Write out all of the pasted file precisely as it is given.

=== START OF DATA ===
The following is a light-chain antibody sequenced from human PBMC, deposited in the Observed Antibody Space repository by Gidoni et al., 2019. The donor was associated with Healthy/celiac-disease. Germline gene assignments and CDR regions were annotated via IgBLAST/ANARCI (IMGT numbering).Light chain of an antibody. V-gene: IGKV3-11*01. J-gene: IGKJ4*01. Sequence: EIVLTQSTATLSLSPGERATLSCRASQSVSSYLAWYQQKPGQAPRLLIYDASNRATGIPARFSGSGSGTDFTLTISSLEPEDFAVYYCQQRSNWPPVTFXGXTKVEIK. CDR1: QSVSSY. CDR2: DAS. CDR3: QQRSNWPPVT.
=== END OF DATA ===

The following is a light-chain antibody sequenced from human PBMC, deposited in the Observed Antibody Space repository by Gidoni et al., 2019. The donor was associated with Healthy/celiac-disease. Germline gene assignments and CDR regions were annotated via IgBLAST/ANARCI (IMGT numbering).Light chain of an antibody. V-gene: IGKV3-11*01. J-gene: IGKJ4*01. Sequence: EIVLTQSTATLSLSPGERATLSCRASQSVSSYLAWYQQKPGQAPRLLIYDASNRATGIPARFSGSGSGTDFTLTISSLEPEDFAVYYCQQRSNWPPVTFXGXTKVEIK. CDR1: QSVSSY. CDR2: DAS. CDR3: QQRSNWPPVT.